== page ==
Upholding the UC Davis Code of Academic Conduct

Students, faculty, and the administration all have a role in maintaining an honest and secure learning environment at UC Davis.


The success of our Code of Academic Conduct depends largely on the degree that it is willingly supported by students. Students:
  • Are responsible to know what constitutes cheating. Ignorance is not an excuse.
  • Are required to do their own work unless otherwise allowed by the instructor.
  • Are expected to help prevent cheating by reminding others about this Code and not helping other students gain an unfair advantage.
  • Are strongly encouraged to hold each other accountable by reporting any form of suspected cheating to the University.
  • Must respect the copyright privileges of works produced by faculty, the University, and other copyright holders.
  • Shall not threaten, intimidate or pressure instructors or teaching assistants, or interfere with grading any coursework.
  • Shall not disrupt classes or interfere with the teaching or learning environment.



Faculty members and instructors are responsible for teaching courses and evaluating student work, and are governed by University of California and UC Davis policies and regulations. Regulation 550 of the Davis Division of the Academic Senate addresses academic dishonesty. Faculty and instructors are encouraged to:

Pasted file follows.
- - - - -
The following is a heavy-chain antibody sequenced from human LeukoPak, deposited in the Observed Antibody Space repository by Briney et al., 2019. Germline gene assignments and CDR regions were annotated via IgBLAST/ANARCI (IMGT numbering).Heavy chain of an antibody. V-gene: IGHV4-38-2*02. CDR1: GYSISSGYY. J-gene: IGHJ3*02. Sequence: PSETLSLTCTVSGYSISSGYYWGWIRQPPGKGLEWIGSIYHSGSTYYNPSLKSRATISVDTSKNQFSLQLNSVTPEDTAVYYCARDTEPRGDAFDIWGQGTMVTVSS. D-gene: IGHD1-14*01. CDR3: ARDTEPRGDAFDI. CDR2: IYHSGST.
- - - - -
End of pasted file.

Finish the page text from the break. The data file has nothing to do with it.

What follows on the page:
• Inform students of course and grading requirements, and of standards of scholarship and conduct to be observed on all coursework, in writing if possible, such as in the course syllabus.
  • Monitor examinations to help prevent cheating. Report all suspected cases of cheating and other misconduct to the Office of Student Support and Judicial Affairs (http://ossja.ucdavis.edu/).

University Administration
  • Maintains the Office of Student Support and Judicial Affairs to administer the student disciplinary process and retain central records.
  • Helps to educate faculty and students about the Code of Academic Conduct.
  • Helps to provide physical settings such as classrooms and labs for examinations that minimize opportunities for cheating.
  • Provides assistance and training to faculty and teaching assistants about how to prevent and address cheating.


Submitting Reports and Judicial Procedures
  • Instructors should submit all reports to the Office of Student Support and Judicial Affairs  (http://ossja.ucdavis.edu). If an instructor has submitted a report of suspected cheating, a course grade of “Y” should be assigned until the report is resolved.
  • Grades are an evaluation of academic performance, and their assignment resides solely with the faculty as granted to the Academic Senate by the Regents. If cheating is admitted or established, instructors may assign a grade of “0” or “F” to the work in question.
  • If the student contests a report of cheating or other misconduct, the matter must be resolved by a hearing before an appointed faculty/student committee.
  • Instructors and teaching assistants may direct a student to leave a class immediately if the student’s behavior is disruptive.
  • Instructors, teaching assistants and staff persons should contact police (752-1230 or 911) if they feel physically threatened.
  • The policy and procedures to resolve cases of suspected cheating, disruption, threats, or intimidation exist under the UC Davis Administration of Student Discipline. Procedural fairness is basic to the proper enforcement of University policies and campus regulations. The confidence of students and instructors in these procedures must be maintained.